Trucking accidents continue to be a growing problem on the highways throughout the United States. Today, there is more truck-traffic on the roads than ever before, with 70 percent of our domestic goods being delivered by big rigs.
One of the biggest contributors to trucking accident is fatigued driving. The more hauls truckers make, the more they -- and their employers -- are paid, so it is no surprise that truckers feel pressure to stay on the road when they are in need of sleep.
But it isn’t usually truckers who are the ones to suffer when a collision occurs. Oftentimes, they are able to walk away from the accidents, protected by their giant rigs. It is the drivers and passengers in the other vehicles who suffer.
In fact, a semi with a full load can weigh 80,000 lbs, which is no match for a passenger vehicle, typically weighing in at 4,000 lbs. It's not a fair fight, and many passenger car occupants never fully recover from the collisions, if they survive at all.
Federal regulators know all of this, which is why in 2013 they introduced stricter regulations on the trucking industry. They reduced the maximum number of hours that truckers can drive each week from 82 to 70, and they mandated that truckers take breaks late at night, when they are most likely to fall asleep behind the wheel.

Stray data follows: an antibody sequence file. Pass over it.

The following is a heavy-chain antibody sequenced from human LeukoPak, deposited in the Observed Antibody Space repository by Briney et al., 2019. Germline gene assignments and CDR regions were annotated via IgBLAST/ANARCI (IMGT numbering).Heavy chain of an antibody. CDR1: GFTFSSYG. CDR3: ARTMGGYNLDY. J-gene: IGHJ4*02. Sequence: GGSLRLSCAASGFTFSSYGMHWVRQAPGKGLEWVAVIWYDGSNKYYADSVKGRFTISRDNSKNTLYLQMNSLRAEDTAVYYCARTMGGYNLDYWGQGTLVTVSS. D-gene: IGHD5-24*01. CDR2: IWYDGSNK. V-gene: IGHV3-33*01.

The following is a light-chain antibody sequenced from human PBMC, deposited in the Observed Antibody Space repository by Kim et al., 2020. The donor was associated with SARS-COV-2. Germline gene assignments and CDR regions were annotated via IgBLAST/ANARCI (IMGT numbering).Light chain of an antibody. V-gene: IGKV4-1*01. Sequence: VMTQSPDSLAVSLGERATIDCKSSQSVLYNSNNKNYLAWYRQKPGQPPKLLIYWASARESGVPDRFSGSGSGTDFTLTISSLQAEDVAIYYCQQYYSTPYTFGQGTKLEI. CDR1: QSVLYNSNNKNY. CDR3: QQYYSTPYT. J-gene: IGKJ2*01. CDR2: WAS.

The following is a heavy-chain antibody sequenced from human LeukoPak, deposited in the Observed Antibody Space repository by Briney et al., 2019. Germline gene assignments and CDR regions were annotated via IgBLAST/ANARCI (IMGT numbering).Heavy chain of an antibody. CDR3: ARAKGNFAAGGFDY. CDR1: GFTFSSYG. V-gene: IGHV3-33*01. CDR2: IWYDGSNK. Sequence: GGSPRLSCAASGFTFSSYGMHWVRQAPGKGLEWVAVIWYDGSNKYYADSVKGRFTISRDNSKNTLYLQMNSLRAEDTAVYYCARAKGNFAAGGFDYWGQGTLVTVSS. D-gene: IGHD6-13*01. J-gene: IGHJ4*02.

But the trucking industry fought back, and last December Congress suspended the new rules. Now it will likely be several months before federal officials consider tougher regulations again, and fatigue will likely keep contributing to serious and fatal trucking accidents.
Unfortunately, it isn’t until a person is directly impacted by a trucking accident that they understand how devastating they truly are. Making matters more difficult is the fact that insurers for trucking companies often do everything in their power to deny or minimize claims.
Insurance companies know how expensive it is to treat the injuries that are often caused by trucking accidents, and they don’t want to be liable for it.
That’s why victims need a fierce advocate on their side who will fight for the compensation that they deserve and send a message to the trucking industry that profits shouldn’t be prioritized over people.